The world of direct investing took a significant step forward in early April when the Internet's preeminent brand name, Yahoo! (Nasdaq: YHOO), announced plans to sell its shares directly to the public. This is the first purely Internet-oriented company to offer its shares for direct sale and could easily blaze a trail for others to follow. The offering of Yahoo! SharesDirect further opens the gateway of possibilities for the small, individual Drip investor, making accessible shares in a company that is revolutionizing media, commerce, communications, and community.

The proposed details of the Yahoo! SharesDirect are as follows:

  • Minimum initial investment of $250, plus a fee $5
  • Optional cash purchase (OCP) range of $50 to $150,000 per year
  • Shares are purchased twice weekly
  • Optional cash purchase fee of $5 (or $2 if made via automatic debit), plus 5 cents per share
  • Selling fees are $10, plus 12 cents per share

Although Yahoo! is planning a direct investment plan, investors may be better served using what we call a Pseudo-Drip because of the steep fee schedule, as you can see. Let's take a closer look at the company itself.

Yahoo! is a global Internet media company that offers a network of branded Web services and programming to over 145 million individuals each month, up from 110 million in December 1999. Yahoo! offers customizable services in 21 countries and 12 different languages, with non-U.S. sources accounting for 40% of its user base. Revenues for its most recent quarter ended March 2000 rose 120% to $228.4 million, compared to the same period last year. Net income reached $77.9 million, up from $1.8 million. Trailing 12 month sales and earnings rose 170% and 224%, respectively. Net margins sit at a lofty 18.4%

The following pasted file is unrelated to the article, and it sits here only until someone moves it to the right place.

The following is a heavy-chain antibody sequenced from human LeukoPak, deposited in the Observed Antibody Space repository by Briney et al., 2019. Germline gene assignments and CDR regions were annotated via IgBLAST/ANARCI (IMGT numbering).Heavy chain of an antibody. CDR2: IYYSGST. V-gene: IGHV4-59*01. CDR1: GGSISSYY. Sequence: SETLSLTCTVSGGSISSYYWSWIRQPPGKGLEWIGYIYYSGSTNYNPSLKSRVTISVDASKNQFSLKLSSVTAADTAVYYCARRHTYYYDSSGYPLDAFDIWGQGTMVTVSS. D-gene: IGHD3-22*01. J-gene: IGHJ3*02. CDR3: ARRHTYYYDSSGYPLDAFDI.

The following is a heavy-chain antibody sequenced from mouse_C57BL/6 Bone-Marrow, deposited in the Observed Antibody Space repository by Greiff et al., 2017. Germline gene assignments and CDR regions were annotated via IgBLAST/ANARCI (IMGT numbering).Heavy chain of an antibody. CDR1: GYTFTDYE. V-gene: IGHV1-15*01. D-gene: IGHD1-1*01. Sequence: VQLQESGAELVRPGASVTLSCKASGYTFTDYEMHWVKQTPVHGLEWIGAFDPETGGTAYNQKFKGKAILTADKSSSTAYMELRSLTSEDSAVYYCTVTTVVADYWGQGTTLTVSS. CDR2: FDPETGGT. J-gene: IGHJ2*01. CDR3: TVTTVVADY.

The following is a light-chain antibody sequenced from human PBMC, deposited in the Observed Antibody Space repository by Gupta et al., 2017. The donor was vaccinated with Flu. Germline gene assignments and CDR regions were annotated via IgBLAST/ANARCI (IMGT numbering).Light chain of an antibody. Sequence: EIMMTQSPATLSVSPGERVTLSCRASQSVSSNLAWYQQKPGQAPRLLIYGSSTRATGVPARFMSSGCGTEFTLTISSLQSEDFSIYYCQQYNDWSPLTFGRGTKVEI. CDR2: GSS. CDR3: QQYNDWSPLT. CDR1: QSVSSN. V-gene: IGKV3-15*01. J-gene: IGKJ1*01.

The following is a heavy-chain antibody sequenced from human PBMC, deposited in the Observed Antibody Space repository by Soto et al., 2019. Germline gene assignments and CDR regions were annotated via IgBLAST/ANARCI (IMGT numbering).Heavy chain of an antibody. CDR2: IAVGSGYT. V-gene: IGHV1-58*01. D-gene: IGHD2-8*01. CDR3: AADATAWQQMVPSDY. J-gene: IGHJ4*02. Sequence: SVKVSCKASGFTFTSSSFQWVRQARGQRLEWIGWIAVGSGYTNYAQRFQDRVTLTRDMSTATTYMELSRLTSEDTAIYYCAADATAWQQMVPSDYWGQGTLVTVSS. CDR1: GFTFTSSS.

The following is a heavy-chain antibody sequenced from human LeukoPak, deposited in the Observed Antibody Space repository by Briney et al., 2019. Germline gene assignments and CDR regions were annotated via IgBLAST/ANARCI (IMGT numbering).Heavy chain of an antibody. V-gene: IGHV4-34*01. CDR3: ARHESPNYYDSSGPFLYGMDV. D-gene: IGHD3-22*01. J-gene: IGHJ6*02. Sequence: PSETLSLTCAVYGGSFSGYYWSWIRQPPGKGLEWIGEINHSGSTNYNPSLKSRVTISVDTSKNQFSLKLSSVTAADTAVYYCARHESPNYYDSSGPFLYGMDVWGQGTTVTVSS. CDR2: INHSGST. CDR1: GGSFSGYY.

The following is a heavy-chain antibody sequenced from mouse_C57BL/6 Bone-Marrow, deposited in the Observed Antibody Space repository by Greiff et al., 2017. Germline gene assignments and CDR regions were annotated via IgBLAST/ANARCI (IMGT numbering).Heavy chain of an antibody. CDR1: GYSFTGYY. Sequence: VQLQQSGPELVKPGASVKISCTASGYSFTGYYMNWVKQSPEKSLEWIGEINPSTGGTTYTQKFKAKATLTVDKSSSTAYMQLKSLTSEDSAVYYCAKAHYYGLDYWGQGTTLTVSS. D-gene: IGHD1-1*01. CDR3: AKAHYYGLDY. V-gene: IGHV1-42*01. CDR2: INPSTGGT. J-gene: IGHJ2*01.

Last week, Jeff imported the Flow Ratio from the boys in Rule Maker land. I'm a big fan of the Flowie, as I love companies that hoard cash and loathe to let it slip through their grubby little mitts. To review, a Flow Ratio of less than 1.25 is desirable, meaning cash is flowing into a company at a better clip than it is flowing out. The formula is as follows:

                   (Current Assets - Cash)
Flow Ratio =   ------------------------------
               (Current Liabilities - ST Debt)

Running Yahoo! through the Flow Grinder, we come up with:

                      (1,072m - 992m)
Flow Ratio =   ------------------------------
                         (235m - 0)

Flow Ratio =                0.34

No bones about it, Yahoo! is near flawless in its cash management. Zero debt, long or short term, and it's holding on to its cash very tightly, paying it out more slowly than it is taking it in. For comparison's sake, here are some recent Flow Ratios of other technology companies:

Intel (Nasdaq: INTC):             0.93
America Online (NYSE: AOL):       0.86
Microsoft (Nasdaq: MSFT):         0.40
Cisco (Nasdaq: CSCO):             0.87
Nokia (NYSE: NOK):                1.19

Needless to say, Yahoo! is currently the cream of the crop when it comes to cash flow. It is also making the grade when it comes to profit margins, earnings and sales growth, a strong balance sheet, and top-notch leadership. The big question now is, are all these things sustainable? We'll address that next week and look a little deeper into Yahoo!'s business, but in the meantime, I'll pose the question to you, Foolish readers: Should the Drip Port take a serious look at Yahoo!? Tell us why or why not on the Drip Companies message board.